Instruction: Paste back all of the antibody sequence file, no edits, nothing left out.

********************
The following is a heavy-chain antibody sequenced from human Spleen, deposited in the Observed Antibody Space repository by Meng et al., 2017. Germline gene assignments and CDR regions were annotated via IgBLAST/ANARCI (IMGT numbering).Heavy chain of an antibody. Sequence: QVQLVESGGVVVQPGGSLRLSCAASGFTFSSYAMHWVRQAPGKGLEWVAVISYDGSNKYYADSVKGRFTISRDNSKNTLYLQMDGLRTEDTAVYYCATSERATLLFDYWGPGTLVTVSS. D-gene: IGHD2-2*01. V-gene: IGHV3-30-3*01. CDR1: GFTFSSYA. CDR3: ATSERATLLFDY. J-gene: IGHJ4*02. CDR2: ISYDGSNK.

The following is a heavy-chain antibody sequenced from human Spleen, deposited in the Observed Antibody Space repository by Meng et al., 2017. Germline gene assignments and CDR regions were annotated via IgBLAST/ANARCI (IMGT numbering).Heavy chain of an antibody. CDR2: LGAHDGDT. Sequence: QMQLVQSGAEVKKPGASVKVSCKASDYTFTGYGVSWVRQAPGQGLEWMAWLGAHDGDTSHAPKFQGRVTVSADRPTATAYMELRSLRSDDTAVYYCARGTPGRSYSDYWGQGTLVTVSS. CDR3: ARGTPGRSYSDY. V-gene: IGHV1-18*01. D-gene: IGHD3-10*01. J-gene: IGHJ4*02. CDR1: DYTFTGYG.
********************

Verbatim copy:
The following is a heavy-chain antibody sequenced from human Spleen, deposited in the Observed Antibody Space repository by Meng et al., 2017. Germline gene assignments and CDR regions were annotated via IgBLAST/ANARCI (IMGT numbering).Heavy chain of an antibody. Sequence: QVQLVESGGVVVQPGGSLRLSCAASGFTFSSYAMHWVRQAPGKGLEWVAVISYDGSNKYYADSVKGRFTISRDNSKNTLYLQMDGLRTEDTAVYYCATSERATLLFDYWGPGTLVTVSS. D-gene: IGHD2-2*01. V-gene: IGHV3-30-3*01. CDR1: GFTFSSYA. CDR3: ATSERATLLFDY. J-gene: IGHJ4*02. CDR2: ISYDGSNK.

The following is a heavy-chain antibody sequenced from human Spleen, deposited in the Observed Antibody Space repository by Meng et al., 2017. Germline gene assignments and CDR regions were annotated via IgBLAST/ANARCI (IMGT numbering).Heavy chain of an antibody. CDR2: LGAHDGDT. Sequence: QMQLVQSGAEVKKPGASVKVSCKASDYTFTGYGVSWVRQAPGQGLEWMAWLGAHDGDTSHAPKFQGRVTVSADRPTATAYMELRSLRSDDTAVYYCARGTPGRSYSDYWGQGTLVTVSS. CDR3: ARGTPGRSYSDY. V-gene: IGHV1-18*01. D-gene: IGHD3-10*01. J-gene: IGHJ4*02. CDR1: DYTFTGYG.